Ferdinand Marcos was elected president of the Philippines in 1965. Marcos was reelected in 1969 and when barred to run for a third term, he declared martial law and gave himself near absolute power. Marcos assumed full control of the military, dissolved congress, and had many of his political opponents and critics arrested. One of his more prominent critics had been Senator Benigno Aquino who was prepared to challenge Marcos in the 1973 election, had it occurred.
In March 1920, Walther von Lüttwitz, a commanding general in the German army, and Wolfgang Kapp, a German provincial official (with the help of a few other German officials, such as Chief of Staff, General Hans von Seeckt and his collaborators in the Ministry of Defense), attempted a coup d'état (called the Kapp Putsch). The conspirators had two main aims in mind: to avoid the implementation of certain articles in the Treaty of Versailles (such as the reduction of the German army) and to replace the government of the Republic with a Rightist regime.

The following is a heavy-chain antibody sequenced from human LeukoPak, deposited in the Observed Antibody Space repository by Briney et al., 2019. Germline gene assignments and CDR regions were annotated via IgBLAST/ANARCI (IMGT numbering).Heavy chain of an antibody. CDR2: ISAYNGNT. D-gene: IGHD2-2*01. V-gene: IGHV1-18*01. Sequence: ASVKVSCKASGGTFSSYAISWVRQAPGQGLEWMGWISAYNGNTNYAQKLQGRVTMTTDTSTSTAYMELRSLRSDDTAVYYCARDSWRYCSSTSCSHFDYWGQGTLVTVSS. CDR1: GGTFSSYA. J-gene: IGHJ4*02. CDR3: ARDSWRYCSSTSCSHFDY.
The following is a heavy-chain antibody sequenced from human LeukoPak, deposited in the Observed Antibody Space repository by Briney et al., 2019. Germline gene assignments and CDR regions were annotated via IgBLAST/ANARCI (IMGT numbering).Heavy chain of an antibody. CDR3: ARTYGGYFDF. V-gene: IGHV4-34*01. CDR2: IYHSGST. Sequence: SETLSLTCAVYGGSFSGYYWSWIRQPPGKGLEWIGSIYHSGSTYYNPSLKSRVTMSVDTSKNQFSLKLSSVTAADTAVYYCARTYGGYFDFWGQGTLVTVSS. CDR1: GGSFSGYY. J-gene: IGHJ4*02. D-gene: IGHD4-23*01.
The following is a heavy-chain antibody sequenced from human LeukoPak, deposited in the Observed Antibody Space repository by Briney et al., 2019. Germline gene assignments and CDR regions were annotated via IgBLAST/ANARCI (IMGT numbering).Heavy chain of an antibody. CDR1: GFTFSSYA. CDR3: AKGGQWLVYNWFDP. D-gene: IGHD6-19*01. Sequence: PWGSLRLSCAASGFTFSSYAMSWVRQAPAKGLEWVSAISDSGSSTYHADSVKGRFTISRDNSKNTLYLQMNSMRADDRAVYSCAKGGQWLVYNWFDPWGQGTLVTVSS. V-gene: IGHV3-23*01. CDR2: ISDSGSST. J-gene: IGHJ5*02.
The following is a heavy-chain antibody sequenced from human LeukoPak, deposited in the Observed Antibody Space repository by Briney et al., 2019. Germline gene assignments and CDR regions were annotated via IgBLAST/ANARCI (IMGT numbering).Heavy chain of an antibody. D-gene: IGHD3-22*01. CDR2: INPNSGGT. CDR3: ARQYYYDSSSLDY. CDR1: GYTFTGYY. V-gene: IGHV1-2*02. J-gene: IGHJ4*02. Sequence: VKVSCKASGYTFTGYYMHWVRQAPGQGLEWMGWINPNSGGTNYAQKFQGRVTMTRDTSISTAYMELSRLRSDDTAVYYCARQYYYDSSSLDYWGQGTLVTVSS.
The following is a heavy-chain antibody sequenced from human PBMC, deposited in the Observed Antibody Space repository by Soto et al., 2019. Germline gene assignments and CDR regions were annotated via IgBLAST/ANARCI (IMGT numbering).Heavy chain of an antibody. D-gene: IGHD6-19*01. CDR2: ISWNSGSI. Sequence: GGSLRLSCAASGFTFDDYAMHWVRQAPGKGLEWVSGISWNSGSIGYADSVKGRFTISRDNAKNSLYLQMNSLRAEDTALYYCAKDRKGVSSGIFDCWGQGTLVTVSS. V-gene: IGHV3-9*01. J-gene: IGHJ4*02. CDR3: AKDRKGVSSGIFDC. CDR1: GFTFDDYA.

French-occupied Syria was facing darkening hopes for more independence from France at the end of 1935. The major Syrian nationalist party, the National Bloc, was losing power, the Syrian Parliament was adjourned and the government in power was under the unpopular Shaikh Taj al-Din al-Hasani. France was also refusing to negotiate a new treaty with Syria. In a move to squash the National Bloc altogether, the French authorities closed the office of the National Bloc in Damascus on January 20, 1936, and arrested two leaders from the Bloc: Fakhri al-Barudi and Sayf al-Din al-Ma’min.
In December of 2001, Iceland's Minister for the Environment Siv Fridleifsdottir overturned Iceland's National Planning Agency (NPA) decision to reject the Karahnjukar Hydropower Project on the grounds of major negative environmental impacts. The project called for the construction of one 190-meter high, 730-meter wide main dam in addition to eight auxiliary dams and 53 kilometers of headrace tunnels to supply electricity.